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Jerusalem Center for Public Affairs
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Iran Deploys Afghan Shiite Brigade to Spread Its Control in Southern Syria

Filed under: Iran, Israeli Security, Radical Islam, Syria, The Middle East

Iran Deploys Afghan Shiite Brigade to Spread Its Control in Southern Syria
Afghan Shiite commander Ali Reza Tavassoli (right) with the commander of the Iranian Qods Force Qassem Soleimani (left).

Ali Reza Tavassoli, the Afghan Shiite commander of the “Fatimiyoun Brigade” in Syria and one of the most important pro-Tehran militia leaders, was killed in Dera’a on Feb. 28, Iranian media sources announced, according to a report by the Al-Arabiya news channel.1 Tavassoli was also known to be very close to Qassem Soleimani, the Iranian commander of the “Quds Force,” part of the Iranian Revolutionary Guards that oversee the training and support of pro-Iranian forces around the globe, and who has been implicated in the civil wars in Syria and Iraq.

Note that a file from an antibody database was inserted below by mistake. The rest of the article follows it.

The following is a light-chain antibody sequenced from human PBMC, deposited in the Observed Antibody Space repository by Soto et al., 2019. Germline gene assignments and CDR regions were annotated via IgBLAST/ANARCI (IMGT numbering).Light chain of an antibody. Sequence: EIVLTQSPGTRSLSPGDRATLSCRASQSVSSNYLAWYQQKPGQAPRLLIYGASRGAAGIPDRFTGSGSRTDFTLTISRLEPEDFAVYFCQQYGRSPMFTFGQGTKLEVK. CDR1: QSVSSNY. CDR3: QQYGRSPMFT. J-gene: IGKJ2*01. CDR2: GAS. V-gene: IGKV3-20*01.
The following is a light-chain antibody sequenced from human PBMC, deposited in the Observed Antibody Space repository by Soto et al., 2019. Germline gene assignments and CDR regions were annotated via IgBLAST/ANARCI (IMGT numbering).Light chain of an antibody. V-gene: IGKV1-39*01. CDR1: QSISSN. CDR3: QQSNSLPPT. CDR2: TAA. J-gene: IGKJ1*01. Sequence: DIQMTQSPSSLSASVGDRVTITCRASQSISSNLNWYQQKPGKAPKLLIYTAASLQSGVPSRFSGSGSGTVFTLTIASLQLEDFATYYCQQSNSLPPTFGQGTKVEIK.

The “Fatimiyoun Brigade” (the name refers to the Shiite Fatimid Caliphate which ruled parts of the Middle East and North Africa from 909 to 1171) first made its appearance in Syria in 2014 during the battles near the Sayyida Zaynab Mosque in the southern suburbs of Damascus. Tavassoli was appointed by Soleimani as commander of the brigade as part of the “Soleimani plan”2 to recruit 150,000 Shiite volunteers from around the globe, mainly from Afghanistan, Pakistan, Iraq, Syria, Lebanon, and Yemen.

The brigade draws its members from Shiite Afghani refugees living in Iran belonging to the Hazara people. The Hazara are Persian-speaking and make up the third largest ethnic group in Afghanistan, forming about 20 percent of the total population. Brigade members’ families  are promised permanent residency in Iran, on condition that the members stay to fight in Syria for more than six months. Tavassoli and six others combatants were due to be buried in the Iranian city of Mashad.

Although Syria has witnessed foreign volunteers coming from central, eastern and southeast Asia since the beginning of the civil war, this is the first mention of Iranian-trained, -armed and -sponsored regular Afghan units fighting in Syria, and especially in southern Syria. The intervention of the Afghan brigade, a fully Iranian-operated unit belonging to the Revolutionary Guards and under the command of the “Quds Force,” together with Hizbullah-Syria and forces loyal to Assad, illustrates the great importance Iran is giving to retrieving the terrain that faces Jordan and Israel which was lost to the rebels.

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